Underlying this entire Democratic-Party discussion, however (and driving it off the cliff), is a fundamental misunderstanding of Operation Iraqi Freedom. This core confusion permeates the Left like head lice, leaving reporters and Democratic officials scratching their noggins over "contradictions" that should be readily explicable -- if they but had the correct narrative in mind.
Let's start with the most obvious point... but one that eludes the brain trust in the elite media: The occupation of Iraq was never intended to be permanent.
But in late 2002-early 2003, the Left constructed a fantasy narrative, where our intention was to invade Iraq and steal its oil ("blood for oil"); this would of course require making it a permanent colony of Imperial America, like the English raj in India. That mindset explains much of the Democrats' confusion; here are the "facts," as the Left sees them:
- Since we haven't reduced Iraq to a shell and aren't loading supertankers with sweet Baghdad crude, that proves how incompetent Bush is: He can't even pull off simple highway robbery!
- Since any government we allow to exist in Iraq must necessarily be an American puppet, then whenever the Iraqis don't do what we demand, it's another Bush failure.
- And of course, if we're permanent occupiers, then any withdrawal of U.S. forces is -- you're way ahead of me -- a catastrophic retreat, admission of Bush's collapse, and a sign that the entire "adventure" was a dismal failure... like when Gandhi forced the British Empire to abandon India in disgrace and dishonor.
Under this "story of Iraq," the counterinsurgency strategy is really just a small "surge" of a few more troops into Baghdad. If we weren't able to subjugate five million Iraqis with 120,000 troops, why would 140,000 do the trick? Clearly, the Bush push is a spent reed, and we should stop throwing good money after bad. We've learned a hard lesson; we should accept it and go home, tails between our legs, resolving never to play "empire" again.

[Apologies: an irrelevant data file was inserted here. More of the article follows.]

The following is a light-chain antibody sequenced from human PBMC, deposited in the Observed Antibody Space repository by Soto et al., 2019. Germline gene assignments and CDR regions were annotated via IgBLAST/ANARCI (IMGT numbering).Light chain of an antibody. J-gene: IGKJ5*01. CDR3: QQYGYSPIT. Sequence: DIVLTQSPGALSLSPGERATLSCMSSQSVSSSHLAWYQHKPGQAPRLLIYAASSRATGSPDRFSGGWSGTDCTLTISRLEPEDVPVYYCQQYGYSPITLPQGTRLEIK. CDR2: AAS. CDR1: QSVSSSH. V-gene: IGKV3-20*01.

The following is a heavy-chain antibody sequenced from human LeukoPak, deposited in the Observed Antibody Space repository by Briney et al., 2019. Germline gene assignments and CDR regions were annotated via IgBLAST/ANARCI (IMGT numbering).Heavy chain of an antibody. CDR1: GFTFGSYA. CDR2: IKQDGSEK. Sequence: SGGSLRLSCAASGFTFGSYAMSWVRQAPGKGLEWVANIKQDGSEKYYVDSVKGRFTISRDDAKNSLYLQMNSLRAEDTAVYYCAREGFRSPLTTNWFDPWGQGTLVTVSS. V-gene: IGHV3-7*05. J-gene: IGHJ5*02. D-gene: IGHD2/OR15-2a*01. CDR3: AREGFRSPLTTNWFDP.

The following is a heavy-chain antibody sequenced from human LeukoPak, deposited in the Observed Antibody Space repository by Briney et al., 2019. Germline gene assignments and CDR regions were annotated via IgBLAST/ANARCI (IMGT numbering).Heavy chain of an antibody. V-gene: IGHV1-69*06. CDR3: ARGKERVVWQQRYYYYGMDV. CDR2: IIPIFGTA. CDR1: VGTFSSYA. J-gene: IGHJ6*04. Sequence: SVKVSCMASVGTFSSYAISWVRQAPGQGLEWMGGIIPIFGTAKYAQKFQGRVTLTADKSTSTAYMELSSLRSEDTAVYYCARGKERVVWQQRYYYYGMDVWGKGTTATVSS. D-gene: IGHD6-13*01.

Yet neither Bush nor his administration acts like one would expect a disgraced and dishonored "failure" to act. So the Democrats are infuriated at his "arrogance" and "denial," like a chess player who refuses to acknowledge checkmate and congratulate the victor.
The disconnect is that one party is playing chess, while the other is playing poker: "What do you mean you picked up the pot? I just put your king of hearts in check!"
The administration is likewise befuddled. From their perspective, we were successful in the original invasion; we captured Hussein and dismantled the Baathist hegemony; and we did a lot of rebuilding.
Then there was a long dark period, during which we were fighting the wrong strategy -- a war of attrition -- and just spinning our wheels. But about six months ago, the Commander in Chief realized the error, got rid of the old generals and the old Secretary of Defense, brought in new leadership, and now we're heading in the right direction again.
Why on earth would we pull out now, when we've finally righted our course? It's completely bonkers!
Look, suppose Bush actually means what he says. Then here are the facts as the president sees them:
- Since we haven't stolen Iraq's oil, that proves America is not the thief of Baghdad;
- The rejection by the Iraqi government of many American requests proves that the government is actually independent, hence we kept our word;
- And of course, since our entire strategy is to stand up the Iraqi security forces precisely so that we can stand down our own, withrawal of some American forces indicates that we believe our long-term strategy -- to establish a sustainable democracy in the heart of the Arab Middle East -- is working.
No wonder Bush doesn't act like a loser!
Alas, the administration's notorious inability to get its own propaganda out to the American people practically guarantees that the Democrats succeed in persuading to their point of view a very large chunk of the civitas. Americans might be willing to accept an American Empire -- a quasi-empire, as during the Cold War -- but they won't accept a failed empire that can't even hold onto its colonies!